January 30, 2019
Don't pull out the handcuffs so quick ... like many answers ... it depends on your situation. For example, according to the Texas Department of Public Safety picking the flowers in the public right of way is legal, but cautions against removing plants. Picking plants on private property will subject you to laws against criminal trespass, but you are perfectly protected by law to pick public wildflowers, even the state flower the Texas Bluebonnet.
[Video credit thanks to Chris Multop from The Multop Adventures]
On the other hand, there are areas designated by certain states as wildflower areas. These are often plainly marked and it is illegal to pick flowers in these areas. It’s considered a misdemeanor to pick wildflowers in California, New York, Virginia, Pennsylvania, West Virginia, Wisconsin, Oregon, and Colorado and you could be fined.
In National Forests, Parks or Monuments, it is illegal to pick or collect plants without a permit.  On Bureau of Land Management (BLM) land it is permissible to pick a few flowers, seeds, berries, seeds, nuts, cones or other plant parts in small amounts as long as they are not intended for commercial use.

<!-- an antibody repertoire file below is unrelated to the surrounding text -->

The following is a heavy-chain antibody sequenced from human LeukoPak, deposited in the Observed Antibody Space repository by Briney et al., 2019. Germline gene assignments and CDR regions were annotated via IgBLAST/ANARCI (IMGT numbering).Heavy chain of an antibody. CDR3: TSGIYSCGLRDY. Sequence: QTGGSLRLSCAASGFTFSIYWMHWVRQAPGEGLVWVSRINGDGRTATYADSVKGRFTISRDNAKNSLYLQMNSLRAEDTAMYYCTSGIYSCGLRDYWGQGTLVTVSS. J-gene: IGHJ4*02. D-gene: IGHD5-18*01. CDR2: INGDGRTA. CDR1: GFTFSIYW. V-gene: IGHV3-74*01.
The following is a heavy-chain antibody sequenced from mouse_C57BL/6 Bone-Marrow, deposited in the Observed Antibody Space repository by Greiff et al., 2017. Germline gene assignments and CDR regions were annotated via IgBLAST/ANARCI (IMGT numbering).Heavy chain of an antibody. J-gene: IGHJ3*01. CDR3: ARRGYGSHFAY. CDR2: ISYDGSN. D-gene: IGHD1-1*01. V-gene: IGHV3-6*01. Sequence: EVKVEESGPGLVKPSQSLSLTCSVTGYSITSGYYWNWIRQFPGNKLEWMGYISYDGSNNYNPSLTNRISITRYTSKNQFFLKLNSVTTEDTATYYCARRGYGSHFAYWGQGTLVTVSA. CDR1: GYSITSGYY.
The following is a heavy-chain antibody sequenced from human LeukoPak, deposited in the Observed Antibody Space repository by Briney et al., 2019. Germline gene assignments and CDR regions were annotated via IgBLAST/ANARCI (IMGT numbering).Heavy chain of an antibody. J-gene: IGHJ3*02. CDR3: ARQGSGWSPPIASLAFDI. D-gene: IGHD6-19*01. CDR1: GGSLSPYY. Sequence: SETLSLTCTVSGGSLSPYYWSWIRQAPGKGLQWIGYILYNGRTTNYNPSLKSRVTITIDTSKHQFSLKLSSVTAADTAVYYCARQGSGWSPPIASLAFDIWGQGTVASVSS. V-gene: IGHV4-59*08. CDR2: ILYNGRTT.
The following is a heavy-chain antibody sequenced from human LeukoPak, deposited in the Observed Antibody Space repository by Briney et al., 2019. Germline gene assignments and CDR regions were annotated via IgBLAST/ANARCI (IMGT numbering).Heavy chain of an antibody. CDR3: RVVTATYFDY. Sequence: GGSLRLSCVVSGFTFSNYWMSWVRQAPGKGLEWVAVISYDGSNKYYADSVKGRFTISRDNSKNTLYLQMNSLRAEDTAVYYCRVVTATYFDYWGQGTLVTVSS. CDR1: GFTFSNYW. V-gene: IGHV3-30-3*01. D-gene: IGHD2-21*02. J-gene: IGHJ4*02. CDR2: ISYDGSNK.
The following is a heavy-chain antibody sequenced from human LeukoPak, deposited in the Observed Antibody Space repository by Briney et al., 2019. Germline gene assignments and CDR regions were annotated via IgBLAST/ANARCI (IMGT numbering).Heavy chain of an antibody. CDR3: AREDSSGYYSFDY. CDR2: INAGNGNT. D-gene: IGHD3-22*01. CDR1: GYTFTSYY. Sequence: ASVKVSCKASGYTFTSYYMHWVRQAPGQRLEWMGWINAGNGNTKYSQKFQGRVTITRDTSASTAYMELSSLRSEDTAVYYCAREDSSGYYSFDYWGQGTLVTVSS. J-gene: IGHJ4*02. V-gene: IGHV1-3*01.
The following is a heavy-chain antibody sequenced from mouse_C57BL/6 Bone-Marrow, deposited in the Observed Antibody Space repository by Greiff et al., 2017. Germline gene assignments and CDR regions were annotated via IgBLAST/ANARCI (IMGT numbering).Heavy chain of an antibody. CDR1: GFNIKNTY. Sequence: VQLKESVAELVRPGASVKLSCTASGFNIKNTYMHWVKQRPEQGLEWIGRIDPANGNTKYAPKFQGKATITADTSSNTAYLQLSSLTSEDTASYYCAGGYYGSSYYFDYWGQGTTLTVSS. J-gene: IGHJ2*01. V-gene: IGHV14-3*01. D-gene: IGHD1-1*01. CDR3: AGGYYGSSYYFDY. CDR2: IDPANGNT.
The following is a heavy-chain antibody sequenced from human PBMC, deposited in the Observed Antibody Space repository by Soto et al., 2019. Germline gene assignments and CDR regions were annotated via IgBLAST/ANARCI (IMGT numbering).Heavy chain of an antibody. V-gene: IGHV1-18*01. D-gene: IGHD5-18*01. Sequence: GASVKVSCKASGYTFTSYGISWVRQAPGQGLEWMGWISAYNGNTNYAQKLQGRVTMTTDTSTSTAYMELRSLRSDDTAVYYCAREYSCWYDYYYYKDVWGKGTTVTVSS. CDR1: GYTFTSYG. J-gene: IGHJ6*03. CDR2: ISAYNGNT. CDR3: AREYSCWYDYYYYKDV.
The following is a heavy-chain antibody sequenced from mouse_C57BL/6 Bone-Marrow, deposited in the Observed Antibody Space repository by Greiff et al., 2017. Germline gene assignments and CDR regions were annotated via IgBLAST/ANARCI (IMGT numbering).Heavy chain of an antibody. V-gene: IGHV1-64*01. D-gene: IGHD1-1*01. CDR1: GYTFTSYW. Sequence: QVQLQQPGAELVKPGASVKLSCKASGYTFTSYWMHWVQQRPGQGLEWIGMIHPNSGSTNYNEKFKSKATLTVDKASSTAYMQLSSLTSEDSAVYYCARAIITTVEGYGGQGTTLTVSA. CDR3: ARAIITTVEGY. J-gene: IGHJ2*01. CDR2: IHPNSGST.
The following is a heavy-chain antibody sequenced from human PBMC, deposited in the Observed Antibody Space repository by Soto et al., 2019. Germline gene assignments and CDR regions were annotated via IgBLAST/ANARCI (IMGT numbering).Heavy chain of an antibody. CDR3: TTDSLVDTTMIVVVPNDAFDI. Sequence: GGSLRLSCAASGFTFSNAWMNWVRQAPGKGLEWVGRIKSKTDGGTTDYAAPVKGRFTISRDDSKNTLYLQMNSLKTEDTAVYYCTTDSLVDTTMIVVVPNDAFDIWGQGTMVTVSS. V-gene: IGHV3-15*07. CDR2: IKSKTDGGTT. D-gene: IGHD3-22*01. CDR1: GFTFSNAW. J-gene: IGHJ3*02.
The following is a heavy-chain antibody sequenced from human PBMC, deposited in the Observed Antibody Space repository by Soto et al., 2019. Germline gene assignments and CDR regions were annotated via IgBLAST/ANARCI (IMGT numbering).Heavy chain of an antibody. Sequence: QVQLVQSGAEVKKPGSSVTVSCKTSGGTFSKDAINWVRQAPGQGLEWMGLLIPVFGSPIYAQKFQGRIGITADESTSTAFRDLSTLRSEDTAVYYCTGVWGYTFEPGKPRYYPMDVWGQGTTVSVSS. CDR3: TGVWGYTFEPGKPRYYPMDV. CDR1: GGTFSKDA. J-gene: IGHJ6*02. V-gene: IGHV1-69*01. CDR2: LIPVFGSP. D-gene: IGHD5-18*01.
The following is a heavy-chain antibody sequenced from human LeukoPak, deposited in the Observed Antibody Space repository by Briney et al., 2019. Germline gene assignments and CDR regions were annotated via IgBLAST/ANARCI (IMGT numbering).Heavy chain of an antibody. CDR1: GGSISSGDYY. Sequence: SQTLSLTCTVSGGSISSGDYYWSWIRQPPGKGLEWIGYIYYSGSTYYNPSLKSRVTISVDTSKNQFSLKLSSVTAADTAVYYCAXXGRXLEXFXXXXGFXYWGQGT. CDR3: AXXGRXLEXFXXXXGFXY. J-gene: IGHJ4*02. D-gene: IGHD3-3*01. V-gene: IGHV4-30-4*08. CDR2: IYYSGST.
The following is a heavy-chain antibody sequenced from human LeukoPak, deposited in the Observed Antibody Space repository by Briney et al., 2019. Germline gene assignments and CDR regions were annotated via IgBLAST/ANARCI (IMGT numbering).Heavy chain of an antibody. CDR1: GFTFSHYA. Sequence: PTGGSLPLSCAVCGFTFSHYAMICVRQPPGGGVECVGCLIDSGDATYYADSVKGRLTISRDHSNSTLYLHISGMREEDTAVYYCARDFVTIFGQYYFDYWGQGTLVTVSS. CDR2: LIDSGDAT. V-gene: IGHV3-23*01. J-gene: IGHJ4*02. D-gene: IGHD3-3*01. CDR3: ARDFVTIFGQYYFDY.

First, picking endangered or protected species is always illegal. Second, there are a number of traffic laws that create a problem for those picking wildflowers on the side of the road. For example, it is illegal to impede traffic, walk along or on a highway, block a road, street or highway or park on the median and usually on the emergency shoulder unless you are having an emergency. If you are on private land and you have been given permission by the owner than it is perfectly legal to pick the wildflowers.
Many wildflowers may wilt and perish soon after being picked, they are often fragile, meant to be enjoyed and admired not taken. Imagine an eye-popping, sherbert colored California Poppy, which provides an incredible buffet for native bees, but when picked lasts less than 24 hours in a vase. Wildflowers are there to support pollinators, birds, and small animals. We encourage you to grow wildflowers if you want to pick them. Butterflies, native bees, hummingbirds, and other insects, depend on seeds, nectar, and pollen for their food, and nutrients.
There is a beautiful sign in San Bruno park that says "Wildflowers are for everyone, please don't pick them." which is a motto I can stand behind. Because aesthetically, they are more potent when you let others enjoy their beauty as well, not to mention the benefit of pollen and nectar for the local pollinators. In states like Texas, Indiana, and Missouri, it’s technically legal but discouraged.
Unsure about your state’s laws? We recommend you contact your state’s Highway and Transportation Department to inquire further.
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